NASA/GSFC/Arizona State University

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Now you can zoom and pan on a map of the moon as easily as you might check out an Earthly location on Google Maps. NASA has released a free, online, high-resolution map of the north pole of the moon. The images come from NASA’s Lunar Reconnaissance Orbiter, which set out in 2009 to map the moon in detail; find landing spots for future missions; and assess minerals and water in the moon’s soil.

For a sense of the map’s power, may we suggest visiting the interactive map, then clicking on one of the thumbnails underneath the map. It just doesn’t stop zooming.

Some fun facts about this map:

  • Each pixel represents 2 meters.
  • The map is made up of 681 billion pixels.
  • To make the map, scientists collected 10,581 images over four years. The final map is a mosaic of those images.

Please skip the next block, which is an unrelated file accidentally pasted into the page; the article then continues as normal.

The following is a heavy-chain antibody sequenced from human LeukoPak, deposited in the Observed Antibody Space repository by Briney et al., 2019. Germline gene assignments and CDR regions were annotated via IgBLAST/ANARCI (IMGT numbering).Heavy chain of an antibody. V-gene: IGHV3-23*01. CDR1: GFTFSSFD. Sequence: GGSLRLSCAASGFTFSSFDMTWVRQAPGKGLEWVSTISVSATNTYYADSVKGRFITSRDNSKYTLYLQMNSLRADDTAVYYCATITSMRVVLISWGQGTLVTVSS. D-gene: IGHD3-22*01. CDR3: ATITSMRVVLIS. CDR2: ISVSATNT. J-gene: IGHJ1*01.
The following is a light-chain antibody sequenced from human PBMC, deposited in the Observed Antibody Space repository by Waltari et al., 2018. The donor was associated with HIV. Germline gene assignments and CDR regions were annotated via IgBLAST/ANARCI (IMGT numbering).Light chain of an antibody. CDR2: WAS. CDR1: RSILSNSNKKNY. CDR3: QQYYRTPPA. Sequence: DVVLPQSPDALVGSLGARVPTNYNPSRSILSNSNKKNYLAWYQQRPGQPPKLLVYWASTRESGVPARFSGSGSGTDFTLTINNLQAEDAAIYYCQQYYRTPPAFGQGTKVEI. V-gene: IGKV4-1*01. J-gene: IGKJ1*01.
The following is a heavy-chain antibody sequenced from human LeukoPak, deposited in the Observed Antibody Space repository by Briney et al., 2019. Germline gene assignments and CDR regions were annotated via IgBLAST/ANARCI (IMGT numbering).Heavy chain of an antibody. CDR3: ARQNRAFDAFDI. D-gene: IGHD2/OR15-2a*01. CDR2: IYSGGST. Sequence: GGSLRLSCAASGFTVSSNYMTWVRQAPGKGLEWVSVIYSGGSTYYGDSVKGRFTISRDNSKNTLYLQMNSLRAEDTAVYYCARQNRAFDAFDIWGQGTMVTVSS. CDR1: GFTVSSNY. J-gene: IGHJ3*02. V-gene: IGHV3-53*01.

• To gather each individual image, cameras on the Lunar Reconnaissance Orbiter take a picture of the same latitude once every two hours over a month. As the moon rotates underneath the orbiter, this brings each part of the latitude within view of the cameras. The result is a “collar” mosaic, below. This technique ensures similar lighting for different parts of the map.

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  • Portland-based GigaPan provided the storage and web interface for this map. We’ve long admired the company’s ability to host super-zoomable, panoramic images. Check out this photo of a trading floor or this one of Dubai.